His abilities as a pass rusher extend to being physically stronger than everyone else. Purely as a penetrator using a bull rush, Silvera can quickly cause havoc in the pass game, but asking him to be a three-down interior lineman would be overreaching his capabilities. He doesn’t display much of an arsenal of pass-rush moves, mostly referring to his bull rush to make his presence known. For teams looking for a run-stuffing and physically-ready interior defensive lineman to throw in on first and second down, Silvera will be just about as good as they come in the middle rounds of the draft.”

RB Xazavian Valladay

Valladay, listed at 5-foot-11 and 199 pounds, has a lot of upside coming out of Arizona State, as he rushed for over 4,000 yards in his college career. He only played one season with Sun Devils after four with Wyoming. 

Valladay accepted an invite to play in the East-West Shrine Bowl before the draft. He met with  the Cardinals, Eagles and Texans last week. 

Former ASU RB X Valladay to reportedly interview with Cardinals

His bio on

“Xazavian (pronounced x-ZAVE-ee-un) Valladay is an Illinois product (Special Mention All-State from the Chicago Tribune as a senior at Brother Rice High School) who redshirted as a freshman at Wyoming, then played in 12 games with one start in 2018 (71-396-5.6, three TDs rushing; 4-35-8.8 receiving). Valladay led the Mountain West Conference in rushing as a sophomore in 2019, earning first-team all-conference honors with 1,265 yards and six scores on 247 carries (5.1 per) while also catching 11 passes for 211 yards (19.2 per) and two scores in 12 games (nine starts). He was also the MVP of the Arizona Bowl with 204 yards and a score on 26 totes in the team’s win over Georgia State. Valladay was a first-team all-conference selection in 2020, as well, leading his squad in rushing (99-550-5.6, four TDs; also 13-105-8.1 receiving) in five starts while missing one game due to a left leg injury. He topped his squad again in 2021 with 1,063 rushing yards (209 carries, 5.1 per, six scores; 23-233-10.1) in 13 games with 12 starts to garner second-team All-MWC accolades. Valladay transferred to Arizona State for 2022, excelling with 1,192 yards (215 carries, 5.5 per) and tying for 10th nationally with 16 touchdowns rushing in 12 starts (37-289-7.8, two TDs receiving). — by Chad Reuter”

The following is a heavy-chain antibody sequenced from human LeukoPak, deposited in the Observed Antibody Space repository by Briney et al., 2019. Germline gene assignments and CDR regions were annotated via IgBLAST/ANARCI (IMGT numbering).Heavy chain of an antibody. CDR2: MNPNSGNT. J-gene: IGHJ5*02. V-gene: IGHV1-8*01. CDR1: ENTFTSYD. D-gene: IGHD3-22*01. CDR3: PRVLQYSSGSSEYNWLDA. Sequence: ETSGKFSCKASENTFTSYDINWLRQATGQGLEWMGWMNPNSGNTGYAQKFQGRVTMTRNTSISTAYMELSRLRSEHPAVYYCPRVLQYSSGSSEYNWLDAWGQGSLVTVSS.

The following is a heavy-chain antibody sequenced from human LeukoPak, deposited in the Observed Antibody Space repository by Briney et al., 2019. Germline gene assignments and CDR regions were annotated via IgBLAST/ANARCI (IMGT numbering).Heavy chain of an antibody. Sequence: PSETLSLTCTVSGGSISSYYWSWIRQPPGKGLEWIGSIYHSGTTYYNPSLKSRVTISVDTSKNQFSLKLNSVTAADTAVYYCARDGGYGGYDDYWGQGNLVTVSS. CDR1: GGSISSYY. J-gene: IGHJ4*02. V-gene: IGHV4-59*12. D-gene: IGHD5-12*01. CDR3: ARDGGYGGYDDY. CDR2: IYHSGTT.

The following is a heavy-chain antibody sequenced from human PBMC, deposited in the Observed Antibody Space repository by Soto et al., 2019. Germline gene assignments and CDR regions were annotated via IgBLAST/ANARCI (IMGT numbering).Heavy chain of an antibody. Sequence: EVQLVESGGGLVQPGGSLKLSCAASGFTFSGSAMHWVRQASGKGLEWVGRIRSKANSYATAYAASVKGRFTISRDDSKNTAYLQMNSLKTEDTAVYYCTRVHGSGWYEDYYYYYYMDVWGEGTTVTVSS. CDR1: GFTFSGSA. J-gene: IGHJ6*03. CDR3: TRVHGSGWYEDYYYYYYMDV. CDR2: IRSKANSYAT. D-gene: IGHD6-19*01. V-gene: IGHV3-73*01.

Draft Network’s scouting report on Valladay:

“Valladay’s best usage appears to come on run plays designed to attack the edges of the defense. This is where Valladay can use his speed to attack the outside and has shown multiple times the ability to turn the corner and outrun defenders to pick up significant yardage. Valladay has a long stride and appears to effortlessly outrun defenders at times. Valladay has a slashing, one-cut type of running style that could be an effective tempo switch-up as a complementary back to a more traditional running back.